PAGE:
This second room offers early but decidedly lighter classical images such as the powerful cinematic work A Pyrrhic Dance (1869), the exquisite A Greek Woman (1869) and the lively conversation of The Wine Shop (1869). The energy of these works is decidedly pagan, not Protestant. "The gesticulations of the 'barman' to his toga-clad customers in The Wine Shop could have come straight from some East End boozer," writes Mark Hudson, and indeed, it could.
This artistic move from dark to light seems also, in part at least, to have been influenced by changes in Alma-Tadema's own life. His first wife Pauline died in 1869 at the age of just thirty-two, soon after their young son died of smallpox. He was left with two daughters, Laurense and Anna, to care for. After these losses and the outbreak of the Franco-Prussian War, Alma-Tadema moved to London where he stayed for the rest of his life.
Whilst in England he befriended members of the Pre-Raphaelite circle and when attending a party at the home of Ford Madox Brown, Alma-Tadema met the young Laura Epps. She was seventeen; he was twice her age. They were married by July 1871 and seem to have been well-suited: although this marriage produced no children, it bore fruit in another way. As Hudson says, "Under his tutelage, she became a painter herself, and the pair set about what the exhibition describes as 'time-travelling' through their art." Many of Laura's works are displayed here too, including her fine portrait of her husband, one of a pair that they painted of each other in 1871 to commemorate their wedding, and which are displayed in Leighton's bedroom.
Two paintings on display in Leighton's studio. Left: Sweet Industry, 1904, by Laura Theresa Alma-Tadema. © Manchester Art Gallery. Right: Bath of Cupid, by Frederic Leighton himself, © Ann and Gordon Getty — it was painted for the Alma-Tademas' Hall of Panels (see below).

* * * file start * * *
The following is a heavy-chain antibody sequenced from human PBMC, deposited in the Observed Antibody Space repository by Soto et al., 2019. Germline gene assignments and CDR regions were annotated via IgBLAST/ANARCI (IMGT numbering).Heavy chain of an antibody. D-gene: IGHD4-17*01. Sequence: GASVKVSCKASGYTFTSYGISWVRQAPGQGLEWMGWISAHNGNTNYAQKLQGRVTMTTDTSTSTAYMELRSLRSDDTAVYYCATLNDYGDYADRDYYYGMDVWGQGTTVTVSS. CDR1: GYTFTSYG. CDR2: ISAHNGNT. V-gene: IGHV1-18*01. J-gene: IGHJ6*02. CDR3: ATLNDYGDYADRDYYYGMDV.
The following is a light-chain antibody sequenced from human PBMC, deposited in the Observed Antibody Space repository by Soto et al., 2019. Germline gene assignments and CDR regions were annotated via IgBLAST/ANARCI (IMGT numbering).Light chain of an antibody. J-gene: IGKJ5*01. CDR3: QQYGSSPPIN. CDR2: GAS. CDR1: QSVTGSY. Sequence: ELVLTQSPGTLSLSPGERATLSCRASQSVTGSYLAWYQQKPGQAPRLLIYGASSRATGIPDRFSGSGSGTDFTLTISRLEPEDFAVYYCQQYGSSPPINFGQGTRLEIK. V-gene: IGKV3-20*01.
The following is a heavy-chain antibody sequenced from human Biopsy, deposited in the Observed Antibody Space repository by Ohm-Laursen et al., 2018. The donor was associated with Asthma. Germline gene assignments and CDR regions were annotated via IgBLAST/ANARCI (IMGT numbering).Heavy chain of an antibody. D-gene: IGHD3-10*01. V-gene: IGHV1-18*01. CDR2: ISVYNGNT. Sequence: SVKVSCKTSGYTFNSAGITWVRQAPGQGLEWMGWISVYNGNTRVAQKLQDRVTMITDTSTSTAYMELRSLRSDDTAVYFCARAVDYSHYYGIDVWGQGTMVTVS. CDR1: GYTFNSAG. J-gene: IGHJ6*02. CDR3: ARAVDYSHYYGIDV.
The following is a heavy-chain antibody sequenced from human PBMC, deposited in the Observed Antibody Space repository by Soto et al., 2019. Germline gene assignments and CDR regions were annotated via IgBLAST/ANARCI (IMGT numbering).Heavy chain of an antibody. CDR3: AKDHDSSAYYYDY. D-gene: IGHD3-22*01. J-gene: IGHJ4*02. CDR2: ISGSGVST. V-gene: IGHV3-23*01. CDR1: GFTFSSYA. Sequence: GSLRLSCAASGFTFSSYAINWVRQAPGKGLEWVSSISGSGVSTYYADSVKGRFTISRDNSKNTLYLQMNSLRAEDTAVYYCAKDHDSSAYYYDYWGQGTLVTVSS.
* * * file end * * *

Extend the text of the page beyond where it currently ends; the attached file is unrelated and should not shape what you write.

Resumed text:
In her time, Laura was successful in her own career although her name has now been supplanted by her husband's. This exhibition does much to correct that imbalance and Laura's A Birthday (1884), Bright be Thy Noon (1894) and Love's Beginning (1904) are all worthy of note. The same is also true of her step-daughter Anna Alma-Tadema's works, for example her wonderful Self-Portrait (after 1886), on display in the studio.
Townshend House, the family home, was an important centre of creativity: Laura and Anna's works tell us much about the domestic space, while Alma-Tadema transformed it. A series of small narrow works called The Hall of Panels was created by the Alma-Tademas and their friends for their next house in Grove End Road, and demonstrates their artistic and sociable natures. Seventeen of the original forty-five panels have been assembled for this exhibition and provide an extraordinary insight into their circle, including as they do works by Frederic Leighton, as well as John Singer Sargent, Val Prinsep, Frank Dicksee and Henry Moore (who were also regular visitors to Leighton's home).
Unconscious Rivals, 1893, © Bristol Museums & Art Gallery, displayed here in the Upper Perrin Gallery among Alma-Tadema's late works.
Alma-Tadema's paintings have a certain quietude to them, as we can see in Unconscious Rivals (1893), which is pregnant with silence, despite the potentially loud clash suggested by the title. The painting's orange light falls on two Patrician women lounging in a villa whilst perhaps awaiting the return of a (shared?) male lover. The expressions of the women are hard to decipher, although the reason for their rivalry is hinted at by the sculpted gladiator foot which breaks through from the right-hand edge of the frame. The full sculpture remains out of sight, like the true reason for their rivalry. Prettejohn argues that this particular painting's legibility is fragmented, with the fragment of the large sculpture making it more so — as Joanna Paul suggests (116). Such fragmentation and consequent lack of comprehensibility is part of what makes Alma-Tadema's works easy to skip past, but it is also part of what brings the viewer back to them. There is something intriguing and inviting, something within the paintings which is unsaid and cannot ever be resolved.